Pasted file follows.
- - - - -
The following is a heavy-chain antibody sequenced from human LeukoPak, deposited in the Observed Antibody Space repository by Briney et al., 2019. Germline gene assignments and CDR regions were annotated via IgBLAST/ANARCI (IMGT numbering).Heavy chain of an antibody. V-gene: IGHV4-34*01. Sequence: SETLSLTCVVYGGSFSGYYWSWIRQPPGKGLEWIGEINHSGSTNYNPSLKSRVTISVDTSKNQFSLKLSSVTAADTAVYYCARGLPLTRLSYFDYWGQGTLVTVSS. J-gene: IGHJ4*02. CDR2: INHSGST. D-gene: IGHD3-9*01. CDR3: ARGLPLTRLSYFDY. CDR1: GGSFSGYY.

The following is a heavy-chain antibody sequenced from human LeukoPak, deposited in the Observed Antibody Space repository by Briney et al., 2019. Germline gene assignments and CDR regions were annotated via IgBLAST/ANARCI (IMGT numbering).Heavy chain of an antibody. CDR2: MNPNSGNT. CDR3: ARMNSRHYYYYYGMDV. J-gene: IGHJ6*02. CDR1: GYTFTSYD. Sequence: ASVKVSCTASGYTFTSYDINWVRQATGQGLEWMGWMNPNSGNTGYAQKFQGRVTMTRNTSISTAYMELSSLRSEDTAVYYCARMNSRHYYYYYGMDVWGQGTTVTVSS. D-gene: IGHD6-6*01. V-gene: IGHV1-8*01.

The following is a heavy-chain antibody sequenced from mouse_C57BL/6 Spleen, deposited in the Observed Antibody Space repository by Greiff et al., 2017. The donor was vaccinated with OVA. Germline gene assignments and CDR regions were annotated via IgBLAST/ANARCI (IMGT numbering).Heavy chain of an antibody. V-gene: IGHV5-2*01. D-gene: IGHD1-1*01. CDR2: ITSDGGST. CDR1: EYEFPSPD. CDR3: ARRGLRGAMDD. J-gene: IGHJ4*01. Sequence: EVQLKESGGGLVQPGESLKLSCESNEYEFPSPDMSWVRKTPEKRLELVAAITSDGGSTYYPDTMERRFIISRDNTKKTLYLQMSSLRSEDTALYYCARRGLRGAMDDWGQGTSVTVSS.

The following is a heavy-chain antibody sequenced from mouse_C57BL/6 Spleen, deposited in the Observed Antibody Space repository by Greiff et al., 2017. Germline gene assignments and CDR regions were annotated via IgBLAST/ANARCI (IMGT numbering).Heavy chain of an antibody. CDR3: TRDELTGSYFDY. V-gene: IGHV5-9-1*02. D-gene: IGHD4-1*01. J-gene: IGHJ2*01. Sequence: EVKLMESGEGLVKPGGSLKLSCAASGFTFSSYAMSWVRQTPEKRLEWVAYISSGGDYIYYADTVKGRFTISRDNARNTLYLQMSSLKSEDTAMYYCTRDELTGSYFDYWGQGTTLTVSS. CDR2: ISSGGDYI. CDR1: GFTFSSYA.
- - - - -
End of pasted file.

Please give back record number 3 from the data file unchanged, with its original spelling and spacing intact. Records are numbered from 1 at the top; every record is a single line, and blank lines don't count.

The following is a heavy-chain antibody sequenced from mouse_C57BL/6 Spleen, deposited in the Observed Antibody Space repository by Greiff et al., 2017. The donor was vaccinated with OVA. Germline gene assignments and CDR regions were annotated via IgBLAST/ANARCI (IMGT numbering).Heavy chain of an antibody. V-gene: IGHV5-2*01. D-gene: IGHD1-1*01. CDR2: ITSDGGST. CDR1: EYEFPSPD. CDR3: ARRGLRGAMDD. J-gene: IGHJ4*01. Sequence: EVQLKESGGGLVQPGESLKLSCESNEYEFPSPDMSWVRKTPEKRLELVAAITSDGGSTYYPDTMERRFIISRDNTKKTLYLQMSSLRSEDTALYYCARRGLRGAMDDWGQGTSVTVSS.